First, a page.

Leaving aside the fact that a man finds his wife’s profile on a website dedicated to matching up one cheating spouse with someone else also in a committed relationship, and his first reaction is that she looks “hot as hell”…

Leaving aside his charming expression of his own attraction to her – “I would totally hit that” - before he disparages her personality…

Leaving aside the fact that after finding her profile and then dismissing her, his only additional reaction is little more than a virtual shrug: “I guess it’s something she needs to do.”…

Leaving aside the idea that he isn’t going to cast the first stone since he is also featured there…

I am almost speechless that the text includes the correct use of the subjunctive mood: “…if I weren’t there, too.” You just don’t find that construction very often in advertising.

You also rarely find this: a promise you can take to the bank. Ashley Madison doesn’t quibble: Where affairs are guaranteed. Finally. A company with some integrity.

Wednesday, August 17, 2011

I keep telling myself that more than halfway counts as almost there. Right?

Fully seven months into the year, I haven’t yet given up on the run. (For first-time readers, I’ve committed to making a virtual run from my home in Pennsylvania to Toronto, Canada, a total of about 450 miles, this calendar year.) I’m on track to make it to my destination – sort of – by the end of December. In fact, I’ll probably overshoot it to some degree. All of this defies any rational explanation since my running history up until about a year ago was non-existent and my form, style and ability as a runner are not only severely limited, they too, are basically non-existent.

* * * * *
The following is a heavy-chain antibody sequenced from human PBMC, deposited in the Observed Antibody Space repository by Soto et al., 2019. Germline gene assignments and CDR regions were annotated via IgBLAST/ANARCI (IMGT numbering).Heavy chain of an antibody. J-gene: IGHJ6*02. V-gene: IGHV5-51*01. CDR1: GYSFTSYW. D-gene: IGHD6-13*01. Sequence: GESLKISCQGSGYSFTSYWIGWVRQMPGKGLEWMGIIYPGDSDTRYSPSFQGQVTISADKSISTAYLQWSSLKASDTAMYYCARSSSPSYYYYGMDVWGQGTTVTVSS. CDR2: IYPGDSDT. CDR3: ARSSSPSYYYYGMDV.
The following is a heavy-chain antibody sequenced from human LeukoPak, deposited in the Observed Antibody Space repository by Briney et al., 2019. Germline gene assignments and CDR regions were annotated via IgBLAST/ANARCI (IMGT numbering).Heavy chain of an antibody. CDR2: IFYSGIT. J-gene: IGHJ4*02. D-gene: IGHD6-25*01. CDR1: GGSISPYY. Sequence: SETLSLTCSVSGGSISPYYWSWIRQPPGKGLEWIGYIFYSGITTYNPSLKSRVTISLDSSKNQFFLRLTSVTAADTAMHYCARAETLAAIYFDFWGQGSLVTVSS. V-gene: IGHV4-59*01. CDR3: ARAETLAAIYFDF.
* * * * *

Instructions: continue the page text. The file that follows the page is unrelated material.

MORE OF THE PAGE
So where am I? As of the end of July, I was somewhere in the neighborhood of Smith’s Corner, NY, approximately 288 miles from home. In case you haven’t been there, Smith’s Corner is near Griffith Corners, NY. It’s also just more than eight miles from Frink’s Corner, NY. And, why yes, it’s just about ten miles from Plants Corner, NY. What exactly makes up all these corners and what they’re on the corner of is beyond me but they sound charming, don’t they? Wasn’t the name of the place in ‘Our Town’ a corner??? Grover’s Corner, maybe? I love the Americana, the small town charm, the Andy-of- Mayberry of it all.

I also learned that there are no less than seven mobile home parks in the area. I’m not sure if these corners and the nearly housing developments are related.

All I can say for myself is that I really can’t give it up now and I don’t think I will. I’m more than halfway in every way!!! Only five months left to the end of the year with only 161 miles left to go. That sounds so reasonable. Although even imagining that sounds like a reasonable distance and a reasonable amount of time still sounds unreasonable to (non-runner) me.